Kyrsten Sinema’s Party of One

Kyrsten Sinema’s Party of One

Much commentary ensued in February when Romney and Sinema were seen sitting together during Biden’s State of the Union address. What was not widely known was that a month earlier, Romney voted against confirming Roopali Desai, an Arizona lawyer, to serve on the U.S. Court of Appeals for the Ninth Circuit. Desai, a prominent election-law attorney who represented Arizona’s secretary of state in 2020 election cases, once served as campaign counsel to Sinema, who had recommended her to Biden’s team. Sinema ran to catch Romney after his vote. She asked him to reconsider, adding that Desai was a personal friend. Romney told me: “She responded to my concerns and convinced me to go back and change my vote. And I wouldn’t do that for just anybody.” Desai would ultimately be confirmed by a vote of 67 to 29, with more bipartisan support than any federal judicial nominee had received in over 20 years.

Sinema told me that Biden’s chief of staff at the time, Ron Klain, had expressed doubts that she could find any Republican support for Desai. It was this lack of faith in Sinema’s abilities that compelled her to later — at a fund-raiser filled with wealthy donors disclosed by Politico — invoke Klain’s name while extending her middle finger. (Klain did not respond to multiple requests for comment.)

Though it has frequently been reported that the independent senator would “continue to caucus with the Democrats,” Sinema told me this was misleading: She almost never showed up to Democratic meetings to begin with, as they tended to be profligate time wasters. Nor does she adhere to the Beltway ritual of appearing on the Sunday talk shows. In her view, they produce only “noise,” though it’s also the case that Sinema’s sometimes cutting utterances do not come off well in such staid settings. Her aversion to publicly revealing her hand differentiates Sinema from Manchin, a voluble regular on the Sunday shows.

Some have inferred from her reticence that Sinema either is incapable of defending her positions or has no actual positions to defend — that she arrives at her decisions capriciously and only after drawing maximum attention to herself. To her friends, like Murphy, the former congresswoman, this view bears more than a whiff of sexism and misses the point: “The fact that she’s playing the inside game, rather than the media game, demonstrates that she’s a professional who shows respect for people, even the ones who’ve disrespected her. If you’re a real legislator and you want to get stuff done, you have to build trust. The minute you call the press or sic the activists on someone to try and apply pressure, you’ve lost that person’s trust.”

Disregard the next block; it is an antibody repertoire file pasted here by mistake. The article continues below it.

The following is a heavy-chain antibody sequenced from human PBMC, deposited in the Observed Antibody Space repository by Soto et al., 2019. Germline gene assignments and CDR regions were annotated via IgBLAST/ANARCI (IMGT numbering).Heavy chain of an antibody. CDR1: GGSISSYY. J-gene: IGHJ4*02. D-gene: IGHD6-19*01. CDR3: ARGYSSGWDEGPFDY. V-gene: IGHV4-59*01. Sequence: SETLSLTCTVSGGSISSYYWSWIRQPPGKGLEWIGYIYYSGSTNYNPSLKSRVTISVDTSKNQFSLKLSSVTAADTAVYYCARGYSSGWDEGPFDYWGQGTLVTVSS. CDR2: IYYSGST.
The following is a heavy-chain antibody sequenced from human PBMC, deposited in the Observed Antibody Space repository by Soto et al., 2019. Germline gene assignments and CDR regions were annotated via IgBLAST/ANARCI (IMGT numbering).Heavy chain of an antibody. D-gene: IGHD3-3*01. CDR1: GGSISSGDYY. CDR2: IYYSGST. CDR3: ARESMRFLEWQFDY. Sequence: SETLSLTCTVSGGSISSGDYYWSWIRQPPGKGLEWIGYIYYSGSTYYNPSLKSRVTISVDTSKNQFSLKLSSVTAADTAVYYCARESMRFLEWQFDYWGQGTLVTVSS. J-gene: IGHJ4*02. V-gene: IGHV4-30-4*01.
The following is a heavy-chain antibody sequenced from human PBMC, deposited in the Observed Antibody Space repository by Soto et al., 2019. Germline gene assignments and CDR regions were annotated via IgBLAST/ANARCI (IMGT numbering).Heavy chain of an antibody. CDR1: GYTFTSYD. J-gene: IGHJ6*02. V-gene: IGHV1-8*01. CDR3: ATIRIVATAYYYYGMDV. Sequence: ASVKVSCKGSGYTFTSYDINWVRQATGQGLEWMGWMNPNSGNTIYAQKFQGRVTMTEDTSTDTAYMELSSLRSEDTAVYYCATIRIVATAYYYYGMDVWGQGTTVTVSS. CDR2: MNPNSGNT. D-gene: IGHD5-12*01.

I asked Sinema if she found it surprising that someone of her unorthodox character would come to be regarded as a kind of throwback to a less-partisan era, even as a Senate institutionalist. “I think what you’re doing,” she evenly replied, “is you’re mistaking someone who’s not interested in marching to someone else’s drum or following their rules, which are petty and dumb, as being somehow incompatible with wanting to preserve and protect the fundamentals of our democracy.”

One day in 1990, Kyrsten Sinema — 14 years old at the time but considerably younger in appearance — stood before the school board in DeFuniak Springs, Fla., accompanied by her high school guidance counselor, Cynthia Jeselnik. The girl explained that she had already taken every required and honors class her school had to offer. Now she wished to take courses at Okaloosa-Walton Community College (now Northwest Florida State College), 31 miles away in Niceville. Her goal, as Jeselnik would recall to me, “was to graduate early, so that she could get on with her life and with the course she had laid out for herself.”

The young honors student did not have to state the obvious, which was that she saw no future for herself in a rural community with a poverty rate that was close to 25 percent. Nor did she share the particulars of her personal life, with either her counselor or the board: how she had been born into a comfortable middle-class family in Tucson, Ariz., and had nurtured ambitions since she was 6, when she proclaimed to her first-grade teacher that she intended one day to be a U.S. senator and an author; how her world caved in when her father, an attorney, was disbarred for “conduct involving dishonesty, deceit and misrepresentation” in 1983; how the family’s car was subsequently repossessed and her mother, a devout Mormon, left the marriage and became involved with a teacher in the girl’s elementary school; how she, her two siblings, her mother and her new stepfather abruptly left Arizona, driving cross-country to his family’s community in DeFuniak Springs; how the family, with the stepfather struggling to find work, lived for nearly three years in a former gas station, while she and her siblings wore hand-me-down clothes provided by the local Mormon church and ate meals provided by the church and federal food assistance.

Check Also

Biden holds a press conference as the NATO summit concludes.

Biden’s Press Conference Was A Total Home Run

If President Biden would have delivered his press conference performance at the debate, none of …

Leave a Reply